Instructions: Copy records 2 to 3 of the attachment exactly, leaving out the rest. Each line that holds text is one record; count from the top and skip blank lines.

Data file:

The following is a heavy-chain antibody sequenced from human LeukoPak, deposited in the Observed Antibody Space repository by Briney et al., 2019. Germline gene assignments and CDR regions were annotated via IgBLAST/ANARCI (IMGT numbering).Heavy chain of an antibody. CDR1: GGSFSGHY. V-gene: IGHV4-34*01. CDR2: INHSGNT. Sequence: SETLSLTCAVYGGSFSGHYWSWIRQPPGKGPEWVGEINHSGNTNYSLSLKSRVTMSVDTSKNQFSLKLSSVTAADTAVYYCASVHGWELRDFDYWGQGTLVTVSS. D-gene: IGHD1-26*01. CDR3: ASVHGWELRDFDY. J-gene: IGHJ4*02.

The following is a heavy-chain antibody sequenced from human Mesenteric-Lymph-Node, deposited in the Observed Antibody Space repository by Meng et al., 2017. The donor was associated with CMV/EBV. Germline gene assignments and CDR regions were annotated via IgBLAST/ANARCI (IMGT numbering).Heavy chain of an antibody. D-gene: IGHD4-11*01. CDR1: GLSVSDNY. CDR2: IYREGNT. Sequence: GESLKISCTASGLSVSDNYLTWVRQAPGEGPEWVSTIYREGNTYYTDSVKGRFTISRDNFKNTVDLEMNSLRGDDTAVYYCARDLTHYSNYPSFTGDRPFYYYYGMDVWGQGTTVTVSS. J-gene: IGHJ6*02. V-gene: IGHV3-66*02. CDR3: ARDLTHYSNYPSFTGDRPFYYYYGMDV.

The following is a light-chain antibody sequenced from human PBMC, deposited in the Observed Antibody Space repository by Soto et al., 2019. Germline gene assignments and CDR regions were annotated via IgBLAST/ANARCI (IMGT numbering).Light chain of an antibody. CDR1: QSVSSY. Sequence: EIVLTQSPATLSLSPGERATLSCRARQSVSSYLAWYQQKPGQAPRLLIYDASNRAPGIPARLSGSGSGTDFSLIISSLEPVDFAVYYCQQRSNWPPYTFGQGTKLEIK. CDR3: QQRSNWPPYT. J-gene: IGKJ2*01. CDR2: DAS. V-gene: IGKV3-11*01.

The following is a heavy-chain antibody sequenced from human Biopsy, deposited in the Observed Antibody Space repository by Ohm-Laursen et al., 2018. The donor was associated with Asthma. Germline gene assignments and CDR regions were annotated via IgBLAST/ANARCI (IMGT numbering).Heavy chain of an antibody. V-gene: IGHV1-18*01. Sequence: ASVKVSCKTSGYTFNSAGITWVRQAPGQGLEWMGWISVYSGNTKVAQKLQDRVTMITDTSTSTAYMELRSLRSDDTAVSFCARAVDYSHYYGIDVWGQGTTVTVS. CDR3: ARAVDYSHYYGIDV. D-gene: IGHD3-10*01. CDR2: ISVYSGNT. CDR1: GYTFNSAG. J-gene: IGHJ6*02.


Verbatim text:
The following is a heavy-chain antibody sequenced from human Mesenteric-Lymph-Node, deposited in the Observed Antibody Space repository by Meng et al., 2017. The donor was associated with CMV/EBV. Germline gene assignments and CDR regions were annotated via IgBLAST/ANARCI (IMGT numbering).Heavy chain of an antibody. D-gene: IGHD4-11*01. CDR1: GLSVSDNY. CDR2: IYREGNT. Sequence: GESLKISCTASGLSVSDNYLTWVRQAPGEGPEWVSTIYREGNTYYTDSVKGRFTISRDNFKNTVDLEMNSLRGDDTAVYYCARDLTHYSNYPSFTGDRPFYYYYGMDVWGQGTTVTVSS. J-gene: IGHJ6*02. V-gene: IGHV3-66*02. CDR3: ARDLTHYSNYPSFTGDRPFYYYYGMDV.

The following is a light-chain antibody sequenced from human PBMC, deposited in the Observed Antibody Space repository by Soto et al., 2019. Germline gene assignments and CDR regions were annotated via IgBLAST/ANARCI (IMGT numbering).Light chain of an antibody. CDR1: QSVSSY. Sequence: EIVLTQSPATLSLSPGERATLSCRARQSVSSYLAWYQQKPGQAPRLLIYDASNRAPGIPARLSGSGSGTDFSLIISSLEPVDFAVYYCQQRSNWPPYTFGQGTKLEIK. CDR3: QQRSNWPPYT. J-gene: IGKJ2*01. CDR2: DAS. V-gene: IGKV3-11*01.